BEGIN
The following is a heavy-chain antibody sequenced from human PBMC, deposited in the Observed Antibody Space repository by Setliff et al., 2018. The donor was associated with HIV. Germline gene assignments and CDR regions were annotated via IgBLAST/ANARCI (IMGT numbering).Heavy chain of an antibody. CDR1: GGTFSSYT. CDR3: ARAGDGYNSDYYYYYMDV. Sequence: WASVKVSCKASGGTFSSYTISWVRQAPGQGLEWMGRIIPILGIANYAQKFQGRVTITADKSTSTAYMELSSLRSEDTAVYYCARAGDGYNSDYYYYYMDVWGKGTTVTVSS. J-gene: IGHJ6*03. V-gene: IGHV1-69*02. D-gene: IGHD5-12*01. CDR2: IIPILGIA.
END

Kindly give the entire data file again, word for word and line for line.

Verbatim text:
The following is a heavy-chain antibody sequenced from human PBMC, deposited in the Observed Antibody Space repository by Setliff et al., 2018. The donor was associated with HIV. Germline gene assignments and CDR regions were annotated via IgBLAST/ANARCI (IMGT numbering).Heavy chain of an antibody. CDR1: GGTFSSYT. CDR3: ARAGDGYNSDYYYYYMDV. Sequence: WASVKVSCKASGGTFSSYTISWVRQAPGQGLEWMGRIIPILGIANYAQKFQGRVTITADKSTSTAYMELSSLRSEDTAVYYCARAGDGYNSDYYYYYMDVWGKGTTVTVSS. J-gene: IGHJ6*03. V-gene: IGHV1-69*02. D-gene: IGHD5-12*01. CDR2: IIPILGIA.